In a recent decision, the Federal Court determined that Harley-Davidson was entitled to use its SCREAMIN’ EAGLE trade-mark, in association with its registered HARLEY-DAVIDSON trade-mark, to sell clothing in Canada.
The defendants, who owned two Canadian retail stores, and had been selling SCREAMING EAGLE clothing and merchandise for more than 20 years, failed to establish that Harley-Davidson’s sale of SCREAMIN’ EAGLE clothing constituted statutory passing-off, trade-mark infringement, or a depreciation of goodwill.
H-D USA signals an important victory for famous brands and is one of this Court’s first detailed considerations of the depreciation of goodwill under section 22 of the Trade Marks Act since the Supreme Court of Canada’s 2006 decision in Veuve Clicquot Ponsardin v Boutiques Cliquot Ltée. See RSC, 1985, c T-13 [the Act]; 2006 SCC 23 [Veuve Clicquot Ltée].
Unlike Veuve Clicquot, however, the defendants or the so-called “junior mark” alleged depreciation of goodwill in H-D USA. The Court held that any mental association established between the marks was in favour of the “senior mark” HARLEY-DAVIDSON, and thus did not depreciate the goodwill of the defendants in their registered trade-marks. Despite the objective similarity between the parties’ marks, the Court considered Harley-Davidson’s trade-marks to be so well-known that the relevant consumer group was unlikely to ever confuse the two marks.
Screamin’ Eagle v. Screaming Eagle
Harley-Davidson owns several Canadian trade-marks. It registered a trade-mark for SCREAMIN’ EAGLE on May 10, 1999 in relation to motorcycle and motorcycle parts and owns the U.S. registered trade-mark for SCREAMIN’ EAGLE in relation to clothing. Harley-Davidson presented evidence that its SCREAMIN’ EAGLE branded clothing was sold to and known by Canadians.
The defendants own a registered trade-mark for SCREAMING EAGLE for retail stores. The defendants had allowed its other SCREAMING EAGLE trade-mark registrations for clothing to lapse.
Depreciation of Goodwill
To determine whether there had been a depreciation of the defendants’ goodwill, the Court applied the four-part test established in Veuve Clicquot Ltée. See 2006 SCC 23 at para 46.
First, the defendants had to prove that their registered SCREAMING EAGLE trade-mark was used by Harley-Davidson in connection with its wares or services; second, the defendants had to show that their mark was sufficiently well-known to have acquired goodwill; third, the defendants’ mark must have been used by Harley-Davidson in a manner likely to have an effect on that goodwill; and fourth, the likely effect would be to depreciate the value of the defendants’ goodwill.
The court determined that the defendants could not satisfy the four-part test. The court found that:
- Harley-Davidson was using its own trade-mark, rather than that of the defendants;
- goodwill attributed to the defendants was far outweighed by the “fame and recognition” attached to the Harley-Davidson brand by the general public and within the relevant consumer group of motorcycle enthusiasts;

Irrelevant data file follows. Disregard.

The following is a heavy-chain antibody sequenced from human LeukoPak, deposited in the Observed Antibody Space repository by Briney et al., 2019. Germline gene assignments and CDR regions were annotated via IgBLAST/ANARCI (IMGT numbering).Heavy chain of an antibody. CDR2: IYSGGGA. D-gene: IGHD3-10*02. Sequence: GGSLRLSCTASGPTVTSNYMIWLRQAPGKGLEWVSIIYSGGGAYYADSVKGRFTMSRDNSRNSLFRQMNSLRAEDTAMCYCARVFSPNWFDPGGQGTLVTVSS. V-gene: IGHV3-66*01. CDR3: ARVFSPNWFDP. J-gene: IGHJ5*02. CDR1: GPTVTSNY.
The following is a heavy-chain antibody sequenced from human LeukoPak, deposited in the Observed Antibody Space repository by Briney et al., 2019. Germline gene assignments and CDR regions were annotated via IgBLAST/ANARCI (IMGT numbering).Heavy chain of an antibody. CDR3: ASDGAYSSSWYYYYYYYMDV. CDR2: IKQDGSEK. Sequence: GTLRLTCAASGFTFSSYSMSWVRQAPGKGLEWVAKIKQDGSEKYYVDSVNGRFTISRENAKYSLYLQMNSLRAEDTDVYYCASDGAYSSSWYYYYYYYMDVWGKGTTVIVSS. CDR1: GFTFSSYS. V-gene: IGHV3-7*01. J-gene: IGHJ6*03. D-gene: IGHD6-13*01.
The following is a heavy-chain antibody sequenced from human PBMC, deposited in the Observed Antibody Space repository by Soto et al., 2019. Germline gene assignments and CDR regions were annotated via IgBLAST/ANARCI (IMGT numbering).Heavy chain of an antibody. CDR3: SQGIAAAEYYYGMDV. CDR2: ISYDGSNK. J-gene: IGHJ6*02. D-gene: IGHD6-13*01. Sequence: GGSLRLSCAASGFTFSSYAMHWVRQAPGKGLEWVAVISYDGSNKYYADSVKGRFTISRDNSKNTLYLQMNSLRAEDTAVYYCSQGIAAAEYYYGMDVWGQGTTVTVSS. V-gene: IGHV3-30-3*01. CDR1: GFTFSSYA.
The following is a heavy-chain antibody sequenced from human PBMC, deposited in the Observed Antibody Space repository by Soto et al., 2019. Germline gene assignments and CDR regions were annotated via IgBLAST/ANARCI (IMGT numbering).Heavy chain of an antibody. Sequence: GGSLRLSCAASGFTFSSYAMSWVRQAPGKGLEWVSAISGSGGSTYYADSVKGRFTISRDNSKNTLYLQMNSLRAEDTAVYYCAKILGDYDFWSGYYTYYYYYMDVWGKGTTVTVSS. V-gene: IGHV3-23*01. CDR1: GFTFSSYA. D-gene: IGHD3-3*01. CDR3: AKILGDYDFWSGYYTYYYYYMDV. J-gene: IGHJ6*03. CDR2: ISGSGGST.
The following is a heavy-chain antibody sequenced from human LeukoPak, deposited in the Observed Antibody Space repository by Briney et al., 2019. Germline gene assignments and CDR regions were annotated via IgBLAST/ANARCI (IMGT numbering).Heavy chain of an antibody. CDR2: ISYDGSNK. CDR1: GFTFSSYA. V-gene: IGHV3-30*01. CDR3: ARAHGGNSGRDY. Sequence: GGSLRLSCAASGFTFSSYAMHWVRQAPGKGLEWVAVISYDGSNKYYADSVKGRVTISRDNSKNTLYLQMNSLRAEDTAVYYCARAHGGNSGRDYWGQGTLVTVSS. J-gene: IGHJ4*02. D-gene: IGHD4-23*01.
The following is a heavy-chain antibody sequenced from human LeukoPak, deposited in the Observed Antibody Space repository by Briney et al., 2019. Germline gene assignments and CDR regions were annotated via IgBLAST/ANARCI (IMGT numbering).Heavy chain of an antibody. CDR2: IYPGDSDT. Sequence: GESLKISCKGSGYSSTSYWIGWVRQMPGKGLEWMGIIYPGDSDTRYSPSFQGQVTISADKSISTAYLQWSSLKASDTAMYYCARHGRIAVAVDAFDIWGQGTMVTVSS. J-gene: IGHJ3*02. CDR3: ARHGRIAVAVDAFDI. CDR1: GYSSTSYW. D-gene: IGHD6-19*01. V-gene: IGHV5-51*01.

- since it was much more likely that consumers made a mental association with the more famous Harley-Davidson brand, there was little impact on the defendants’ goodwill; and
- lastly, the defendants failed to provide convincing evidence of any damage to their own goodwill.
The defendants’ passing off allegation was similarly rejected. Applying the three-part Ciba-Geigy test on passing off (See Ciba-Geigy Canada Ltd. v. Apotex Inc.,  3 SCR 120 at para. 33), the court held:
- the defendants failed to establish the prerequisite goodwill in their trade-mark with the average Harley-Davidson motorcycle rider. The court further noted that “… where a mark is famous and quite well known, the goodwill associated therewith may be broader than the specific wares and services for which it has been registered.” See HD-USA, para. 128;
- the average Canadian Harley-Davidson motorcycle rider is not likely to believe that Harley-Davidson’s SCREAMIN’ EAGLE clothing was supplied by the defendants; and
- no evidence of damages.
Evidence that the defendants had at times even sought to associate themselves with the Harley-Davidson brand did not sit well with the court who questioned the defendants’ good faith.
The defendants’ section 20 allegation was dismissed since it no longer owned a registered trade-mark in association with clothing. The defendants’ section 19 allegation was dismissed for failing to relate to the use of an identical trade-mark.
An important decision for famous brands
H-D USA recognizes the power of a famous brand. Although the defendants had been selling clothing for 20 years in association with various trade-marks, the court nonetheless found that Harley-Davidson’s brand was well-known to Canadians.
This had a significant impact on the courts’ analysis regarding confusion—the Harley-Davidson brand was so famous, that it was more likely that consumers would mistake the defendants’ mark for that of the plaintiff.
This decision shows the importance of supporting a family of trade-marks. It was significant that consumers would recognize Harley-Davidson’s other marks—the Orange Stripe, and the Bar and Shield. Since these trade-marks were also well known, and used in conjunction with the SCREAMIN’ EAGLE marks, it was even less likely that the public would mistake Harley-Davidson’s mark for that of the defendants.
This outcome of this judgment is ultimately instructive to brands of all sizes: register your trade-marks, maintain the registrations, and make proper use of those registered rights to build a strong brand.
Link to decision: H-D USA LLC et al. v Jamal Berrada et al., 2014 FC 207
This article was prepared by Kristin Wall (firstname.lastname@example.org / +1 416.216.3964), Brian Gray (email@example.com / +1 416.216.1905) and Karen Sie (firstname.lastname@example.org / +1 416.216.4066) of Norton Rose Fulbright’s Canadian Intellectual property group.